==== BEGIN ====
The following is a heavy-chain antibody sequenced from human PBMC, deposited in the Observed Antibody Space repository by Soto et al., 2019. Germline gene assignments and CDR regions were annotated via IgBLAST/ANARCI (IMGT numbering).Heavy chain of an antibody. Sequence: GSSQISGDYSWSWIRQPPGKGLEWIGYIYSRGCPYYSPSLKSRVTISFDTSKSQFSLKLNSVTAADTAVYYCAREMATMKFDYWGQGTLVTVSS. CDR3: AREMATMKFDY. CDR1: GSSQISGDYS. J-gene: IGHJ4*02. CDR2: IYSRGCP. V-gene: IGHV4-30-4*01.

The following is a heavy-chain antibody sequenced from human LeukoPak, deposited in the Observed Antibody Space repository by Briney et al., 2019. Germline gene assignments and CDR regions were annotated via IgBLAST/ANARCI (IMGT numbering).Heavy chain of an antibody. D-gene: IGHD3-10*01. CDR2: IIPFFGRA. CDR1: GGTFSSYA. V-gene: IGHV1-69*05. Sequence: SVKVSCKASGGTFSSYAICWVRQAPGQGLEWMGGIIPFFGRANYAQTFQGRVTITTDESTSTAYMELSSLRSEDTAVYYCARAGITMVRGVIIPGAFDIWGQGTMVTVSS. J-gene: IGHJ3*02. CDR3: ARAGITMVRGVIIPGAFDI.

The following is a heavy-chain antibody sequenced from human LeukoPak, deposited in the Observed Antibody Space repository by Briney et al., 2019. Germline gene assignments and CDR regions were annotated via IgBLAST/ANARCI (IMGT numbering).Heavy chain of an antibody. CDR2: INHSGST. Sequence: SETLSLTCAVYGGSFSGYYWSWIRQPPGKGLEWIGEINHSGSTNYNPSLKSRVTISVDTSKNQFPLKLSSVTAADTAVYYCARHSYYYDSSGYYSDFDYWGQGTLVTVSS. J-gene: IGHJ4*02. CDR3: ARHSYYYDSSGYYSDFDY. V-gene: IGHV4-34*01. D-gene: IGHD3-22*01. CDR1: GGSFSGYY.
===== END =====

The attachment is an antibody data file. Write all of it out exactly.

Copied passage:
The following is a heavy-chain antibody sequenced from human PBMC, deposited in the Observed Antibody Space repository by Soto et al., 2019. Germline gene assignments and CDR regions were annotated via IgBLAST/ANARCI (IMGT numbering).Heavy chain of an antibody. Sequence: GSSQISGDYSWSWIRQPPGKGLEWIGYIYSRGCPYYSPSLKSRVTISFDTSKSQFSLKLNSVTAADTAVYYCAREMATMKFDYWGQGTLVTVSS. CDR3: AREMATMKFDY. CDR1: GSSQISGDYS. J-gene: IGHJ4*02. CDR2: IYSRGCP. V-gene: IGHV4-30-4*01.

The following is a heavy-chain antibody sequenced from human LeukoPak, deposited in the Observed Antibody Space repository by Briney et al., 2019. Germline gene assignments and CDR regions were annotated via IgBLAST/ANARCI (IMGT numbering).Heavy chain of an antibody. D-gene: IGHD3-10*01. CDR2: IIPFFGRA. CDR1: GGTFSSYA. V-gene: IGHV1-69*05. Sequence: SVKVSCKASGGTFSSYAICWVRQAPGQGLEWMGGIIPFFGRANYAQTFQGRVTITTDESTSTAYMELSSLRSEDTAVYYCARAGITMVRGVIIPGAFDIWGQGTMVTVSS. J-gene: IGHJ3*02. CDR3: ARAGITMVRGVIIPGAFDI.

The following is a heavy-chain antibody sequenced from human LeukoPak, deposited in the Observed Antibody Space repository by Briney et al., 2019. Germline gene assignments and CDR regions were annotated via IgBLAST/ANARCI (IMGT numbering).Heavy chain of an antibody. CDR2: INHSGST. Sequence: SETLSLTCAVYGGSFSGYYWSWIRQPPGKGLEWIGEINHSGSTNYNPSLKSRVTISVDTSKNQFPLKLSSVTAADTAVYYCARHSYYYDSSGYYSDFDYWGQGTLVTVSS. J-gene: IGHJ4*02. CDR3: ARHSYYYDSSGYYSDFDY. V-gene: IGHV4-34*01. D-gene: IGHD3-22*01. CDR1: GGSFSGYY.